Photo of Paul Evans

Employers in New York State may soon be required to disclose a salary range in job postings to applicants and employees. New York’s S9427 was just sent to Governor Kathy Hochul’s desk, and if signed, employers in New York State will join employers in New York City (read more here), Colorado (read more here

Pay transparency laws (laws requiring employers to disclose compensation ranges to applicants) are spreading like wildfire across the US. Regulators are hoping such laws eliminate pay differentials based on gender or race. Putting good intentions aside, the laws are a source of huge consternation for businesses as the state and local requirements vary greatly in

Many thanks to our colleagues in London, Yindi Gesinde, moderator, and Monica Kurnatowska, for co-presenting.

Moving the Dial on Inclusion & Diversity in Your Organization

Creating a diverse and inclusive workforce remains a business imperative for global employers. Despite stakeholder and social pressure to accelerate progress, many companies have been unable to move

On March 30, Governor Jay Inslee signed SB 5761, amending the Washington Equal Pay and Opportunity Act, to require all employers with 15 or more employees to disclose the wage scale or salary range along with a general description of all benefits and other compensation in every job posting. Beginning January 1, 2023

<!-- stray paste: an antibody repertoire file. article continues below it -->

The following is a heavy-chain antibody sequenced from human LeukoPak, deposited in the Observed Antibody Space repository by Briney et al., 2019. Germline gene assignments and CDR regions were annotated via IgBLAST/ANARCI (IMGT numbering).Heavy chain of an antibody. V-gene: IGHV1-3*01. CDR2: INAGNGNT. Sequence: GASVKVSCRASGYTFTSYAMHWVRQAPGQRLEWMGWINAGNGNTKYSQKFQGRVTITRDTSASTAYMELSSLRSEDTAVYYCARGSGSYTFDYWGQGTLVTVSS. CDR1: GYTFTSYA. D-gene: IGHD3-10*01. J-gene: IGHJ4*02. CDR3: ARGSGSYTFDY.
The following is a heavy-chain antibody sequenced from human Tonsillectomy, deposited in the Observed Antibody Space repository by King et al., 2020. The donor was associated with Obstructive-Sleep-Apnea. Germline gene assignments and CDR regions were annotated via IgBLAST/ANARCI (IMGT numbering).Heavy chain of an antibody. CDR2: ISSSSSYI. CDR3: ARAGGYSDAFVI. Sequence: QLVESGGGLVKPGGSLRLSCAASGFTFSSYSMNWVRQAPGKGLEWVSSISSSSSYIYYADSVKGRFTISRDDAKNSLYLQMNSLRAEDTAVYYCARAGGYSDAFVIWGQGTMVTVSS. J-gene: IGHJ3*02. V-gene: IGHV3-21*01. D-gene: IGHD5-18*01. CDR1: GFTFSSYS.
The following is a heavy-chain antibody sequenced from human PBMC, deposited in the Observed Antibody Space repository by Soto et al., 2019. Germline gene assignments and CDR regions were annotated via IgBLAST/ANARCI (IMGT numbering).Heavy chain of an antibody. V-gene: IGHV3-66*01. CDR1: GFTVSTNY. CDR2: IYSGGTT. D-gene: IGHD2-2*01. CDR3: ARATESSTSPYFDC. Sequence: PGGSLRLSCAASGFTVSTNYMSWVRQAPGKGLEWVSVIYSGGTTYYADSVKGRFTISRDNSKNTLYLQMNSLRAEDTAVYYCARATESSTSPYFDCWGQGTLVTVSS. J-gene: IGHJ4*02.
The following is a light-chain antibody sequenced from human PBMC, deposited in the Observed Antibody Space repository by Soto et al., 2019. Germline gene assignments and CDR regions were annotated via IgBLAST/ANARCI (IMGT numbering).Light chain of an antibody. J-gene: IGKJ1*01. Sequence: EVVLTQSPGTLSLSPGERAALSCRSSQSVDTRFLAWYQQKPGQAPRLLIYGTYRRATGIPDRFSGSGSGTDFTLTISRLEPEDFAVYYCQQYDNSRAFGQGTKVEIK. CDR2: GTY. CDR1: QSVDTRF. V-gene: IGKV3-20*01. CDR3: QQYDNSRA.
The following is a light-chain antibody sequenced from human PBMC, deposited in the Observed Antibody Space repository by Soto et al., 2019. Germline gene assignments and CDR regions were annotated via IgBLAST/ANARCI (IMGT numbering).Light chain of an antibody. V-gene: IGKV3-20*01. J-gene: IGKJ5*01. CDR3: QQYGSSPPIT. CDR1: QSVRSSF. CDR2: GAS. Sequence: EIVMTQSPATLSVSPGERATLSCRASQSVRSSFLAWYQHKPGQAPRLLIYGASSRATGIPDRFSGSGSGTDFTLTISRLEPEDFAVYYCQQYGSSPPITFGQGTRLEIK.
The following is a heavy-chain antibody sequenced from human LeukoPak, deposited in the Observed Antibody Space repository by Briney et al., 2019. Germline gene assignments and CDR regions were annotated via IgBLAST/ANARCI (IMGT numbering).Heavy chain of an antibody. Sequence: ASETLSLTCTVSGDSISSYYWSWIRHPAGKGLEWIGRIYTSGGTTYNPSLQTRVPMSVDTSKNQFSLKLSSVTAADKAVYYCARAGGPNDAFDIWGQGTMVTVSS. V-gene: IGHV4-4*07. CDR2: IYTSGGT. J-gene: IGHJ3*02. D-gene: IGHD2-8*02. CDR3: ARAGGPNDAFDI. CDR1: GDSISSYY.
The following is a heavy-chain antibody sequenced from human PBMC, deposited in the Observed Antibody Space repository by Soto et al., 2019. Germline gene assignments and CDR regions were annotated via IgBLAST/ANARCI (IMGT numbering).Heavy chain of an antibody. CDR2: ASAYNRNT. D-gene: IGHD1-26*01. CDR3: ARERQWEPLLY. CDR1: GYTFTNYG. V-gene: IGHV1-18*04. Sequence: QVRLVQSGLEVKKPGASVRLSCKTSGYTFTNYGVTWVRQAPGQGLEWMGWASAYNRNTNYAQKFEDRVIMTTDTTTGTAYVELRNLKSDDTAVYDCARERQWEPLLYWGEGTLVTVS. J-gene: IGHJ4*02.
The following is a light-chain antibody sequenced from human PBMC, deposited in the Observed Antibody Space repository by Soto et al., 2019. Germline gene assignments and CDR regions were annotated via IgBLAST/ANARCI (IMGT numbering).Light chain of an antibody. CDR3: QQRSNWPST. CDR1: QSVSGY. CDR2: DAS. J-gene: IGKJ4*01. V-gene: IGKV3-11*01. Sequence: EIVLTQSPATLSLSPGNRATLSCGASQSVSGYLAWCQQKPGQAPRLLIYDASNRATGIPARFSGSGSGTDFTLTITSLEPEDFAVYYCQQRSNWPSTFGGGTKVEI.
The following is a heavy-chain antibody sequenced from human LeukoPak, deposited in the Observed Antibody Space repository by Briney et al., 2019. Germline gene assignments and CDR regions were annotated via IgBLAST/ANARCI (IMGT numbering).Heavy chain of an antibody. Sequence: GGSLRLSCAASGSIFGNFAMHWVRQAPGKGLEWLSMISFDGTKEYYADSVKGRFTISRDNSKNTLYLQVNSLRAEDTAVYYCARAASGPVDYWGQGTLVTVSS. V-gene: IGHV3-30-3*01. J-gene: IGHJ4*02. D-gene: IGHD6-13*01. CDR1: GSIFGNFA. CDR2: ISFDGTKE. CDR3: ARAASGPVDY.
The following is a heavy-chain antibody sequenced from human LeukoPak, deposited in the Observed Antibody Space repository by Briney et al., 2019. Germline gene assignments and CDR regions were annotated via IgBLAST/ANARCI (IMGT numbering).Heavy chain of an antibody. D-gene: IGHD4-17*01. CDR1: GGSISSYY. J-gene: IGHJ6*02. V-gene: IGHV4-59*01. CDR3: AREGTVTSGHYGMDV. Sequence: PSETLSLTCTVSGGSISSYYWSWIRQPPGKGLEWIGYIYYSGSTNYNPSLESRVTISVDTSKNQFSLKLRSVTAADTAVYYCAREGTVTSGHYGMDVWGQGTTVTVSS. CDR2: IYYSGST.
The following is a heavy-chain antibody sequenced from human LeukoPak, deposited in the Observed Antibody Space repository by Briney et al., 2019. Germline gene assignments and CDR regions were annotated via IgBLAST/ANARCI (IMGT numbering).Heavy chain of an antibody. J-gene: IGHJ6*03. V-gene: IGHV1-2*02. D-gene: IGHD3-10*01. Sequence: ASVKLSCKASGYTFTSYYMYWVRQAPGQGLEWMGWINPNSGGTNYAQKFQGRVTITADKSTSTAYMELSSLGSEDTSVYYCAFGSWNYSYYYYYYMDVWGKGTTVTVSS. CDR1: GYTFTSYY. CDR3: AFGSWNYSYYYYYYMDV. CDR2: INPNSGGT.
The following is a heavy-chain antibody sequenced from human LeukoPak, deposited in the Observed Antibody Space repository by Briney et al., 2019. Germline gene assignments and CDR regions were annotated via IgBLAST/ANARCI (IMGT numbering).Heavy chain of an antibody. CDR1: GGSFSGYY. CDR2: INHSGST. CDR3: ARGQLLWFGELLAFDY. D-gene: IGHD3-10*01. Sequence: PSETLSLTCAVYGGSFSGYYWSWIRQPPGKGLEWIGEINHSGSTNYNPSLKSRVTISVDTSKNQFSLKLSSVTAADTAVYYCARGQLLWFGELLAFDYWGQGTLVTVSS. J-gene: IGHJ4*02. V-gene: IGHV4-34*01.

On March 15, 2022, the US Department of Labor’s Office of Federal Contract Compliance Programs (OFCCP) issued a new directive putting federal contractors on notice that it will more closely scrutinize their pay equity audits. Making headlines, the directive states that federal contractors are expected to hand over information about their internal pay analyses when being audited by the office, including documents that are protected by the attorney-client privilege and/or work product doctrine.

Background

Executive Order 11246 requires affirmative action and prohibits federal contractors from discriminating on the basis of race, color, religion, sex, sexual orientation, gender identity, or national origin. Contractors also are prohibited from discriminating against applicants or employees because they inquire about, discuss, or disclose their compensation or that of others.

As part of their affirmative action obligations, supply and service contractors are required to perform an in-depth analysis of their total employment practices to determine whether and where impediments to equal employment opportunity exist. This includes conducting an in-depth analysis of their compensation systems to determine whether there are gender-, race-, or ethnicity-based disparities, as provided in 41 CFR 60-2.17(b)(3).3.

To comply with the regulations, most companies doing business with the federal government  conduct an evaluation of their pay practices for potential gender, race, or ethnicity-based disparities.  Oftentimes, these analyses are performed with the help of outside counsel who provides legal advice regarding, among other things, compliance with the requirements enforced by OFCCP. And, until now, these pay audits have been considered privileged and confidential.

Impact of the new directive

During a compliance evaluation, a supply and service contractor is required to provide OFCCP with compensation data. In addition to requesting additional compensation data, interviews, and employment records, the OFCCP is now making explicit that it may also seek the contractor’s evaluation under § 60-2.17(b)(3), which the OFCCP calls the “pay equity audit.”

Continue Reading OFCCP Emboldened To Demand Contractors’ Internal Pay Analyses